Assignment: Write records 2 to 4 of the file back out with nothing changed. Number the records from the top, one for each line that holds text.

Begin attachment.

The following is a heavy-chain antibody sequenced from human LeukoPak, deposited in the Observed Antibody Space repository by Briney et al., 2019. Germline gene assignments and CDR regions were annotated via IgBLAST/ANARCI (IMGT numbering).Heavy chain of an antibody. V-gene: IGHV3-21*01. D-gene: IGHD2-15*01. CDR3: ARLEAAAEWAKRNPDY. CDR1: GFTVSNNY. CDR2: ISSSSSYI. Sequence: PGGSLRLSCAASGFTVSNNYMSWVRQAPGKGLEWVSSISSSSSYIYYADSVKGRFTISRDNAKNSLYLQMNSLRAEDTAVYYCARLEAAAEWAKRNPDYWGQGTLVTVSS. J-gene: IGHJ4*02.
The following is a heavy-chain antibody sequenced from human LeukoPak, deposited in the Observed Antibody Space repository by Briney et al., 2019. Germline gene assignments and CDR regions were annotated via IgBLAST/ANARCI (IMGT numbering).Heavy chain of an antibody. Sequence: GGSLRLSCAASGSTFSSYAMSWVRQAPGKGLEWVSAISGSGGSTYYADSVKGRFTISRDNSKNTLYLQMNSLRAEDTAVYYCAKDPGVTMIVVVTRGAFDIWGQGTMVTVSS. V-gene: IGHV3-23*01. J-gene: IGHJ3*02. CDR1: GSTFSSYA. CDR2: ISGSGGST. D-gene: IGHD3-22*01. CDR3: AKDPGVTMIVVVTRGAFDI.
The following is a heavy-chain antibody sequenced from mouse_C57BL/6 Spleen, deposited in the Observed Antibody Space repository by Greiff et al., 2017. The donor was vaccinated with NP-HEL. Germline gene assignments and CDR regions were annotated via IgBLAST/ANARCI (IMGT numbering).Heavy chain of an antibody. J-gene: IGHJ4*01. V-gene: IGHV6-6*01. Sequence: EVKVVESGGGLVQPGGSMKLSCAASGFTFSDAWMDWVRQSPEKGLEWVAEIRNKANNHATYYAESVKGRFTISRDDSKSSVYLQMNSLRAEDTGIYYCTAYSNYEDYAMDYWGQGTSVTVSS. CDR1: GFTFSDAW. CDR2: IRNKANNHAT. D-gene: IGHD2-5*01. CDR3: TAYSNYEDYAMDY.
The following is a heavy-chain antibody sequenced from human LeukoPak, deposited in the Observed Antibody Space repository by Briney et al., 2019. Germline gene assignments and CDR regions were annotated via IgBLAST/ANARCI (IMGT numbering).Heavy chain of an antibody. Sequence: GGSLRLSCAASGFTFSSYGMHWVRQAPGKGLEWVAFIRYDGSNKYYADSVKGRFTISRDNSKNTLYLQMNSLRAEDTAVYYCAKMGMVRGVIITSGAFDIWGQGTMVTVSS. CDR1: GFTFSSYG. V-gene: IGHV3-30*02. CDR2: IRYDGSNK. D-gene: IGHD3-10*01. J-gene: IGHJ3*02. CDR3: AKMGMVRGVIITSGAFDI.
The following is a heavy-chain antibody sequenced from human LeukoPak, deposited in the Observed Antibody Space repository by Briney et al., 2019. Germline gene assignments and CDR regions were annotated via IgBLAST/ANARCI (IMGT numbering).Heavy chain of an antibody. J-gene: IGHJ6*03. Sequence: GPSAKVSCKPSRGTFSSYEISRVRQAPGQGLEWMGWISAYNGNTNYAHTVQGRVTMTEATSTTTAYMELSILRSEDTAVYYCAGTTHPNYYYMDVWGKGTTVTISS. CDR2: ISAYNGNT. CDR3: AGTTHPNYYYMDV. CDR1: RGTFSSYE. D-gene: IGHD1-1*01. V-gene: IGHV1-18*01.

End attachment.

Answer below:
The following is a heavy-chain antibody sequenced from human LeukoPak, deposited in the Observed Antibody Space repository by Briney et al., 2019. Germline gene assignments and CDR regions were annotated via IgBLAST/ANARCI (IMGT numbering).Heavy chain of an antibody. Sequence: GGSLRLSCAASGSTFSSYAMSWVRQAPGKGLEWVSAISGSGGSTYYADSVKGRFTISRDNSKNTLYLQMNSLRAEDTAVYYCAKDPGVTMIVVVTRGAFDIWGQGTMVTVSS. V-gene: IGHV3-23*01. J-gene: IGHJ3*02. CDR1: GSTFSSYA. CDR2: ISGSGGST. D-gene: IGHD3-22*01. CDR3: AKDPGVTMIVVVTRGAFDI.
The following is a heavy-chain antibody sequenced from mouse_C57BL/6 Spleen, deposited in the Observed Antibody Space repository by Greiff et al., 2017. The donor was vaccinated with NP-HEL. Germline gene assignments and CDR regions were annotated via IgBLAST/ANARCI (IMGT numbering).Heavy chain of an antibody. J-gene: IGHJ4*01. V-gene: IGHV6-6*01. Sequence: EVKVVESGGGLVQPGGSMKLSCAASGFTFSDAWMDWVRQSPEKGLEWVAEIRNKANNHATYYAESVKGRFTISRDDSKSSVYLQMNSLRAEDTGIYYCTAYSNYEDYAMDYWGQGTSVTVSS. CDR1: GFTFSDAW. CDR2: IRNKANNHAT. D-gene: IGHD2-5*01. CDR3: TAYSNYEDYAMDY.
The following is a heavy-chain antibody sequenced from human LeukoPak, deposited in the Observed Antibody Space repository by Briney et al., 2019. Germline gene assignments and CDR regions were annotated via IgBLAST/ANARCI (IMGT numbering).Heavy chain of an antibody. Sequence: GGSLRLSCAASGFTFSSYGMHWVRQAPGKGLEWVAFIRYDGSNKYYADSVKGRFTISRDNSKNTLYLQMNSLRAEDTAVYYCAKMGMVRGVIITSGAFDIWGQGTMVTVSS. CDR1: GFTFSSYG. V-gene: IGHV3-30*02. CDR2: IRYDGSNK. D-gene: IGHD3-10*01. J-gene: IGHJ3*02. CDR3: AKMGMVRGVIITSGAFDI.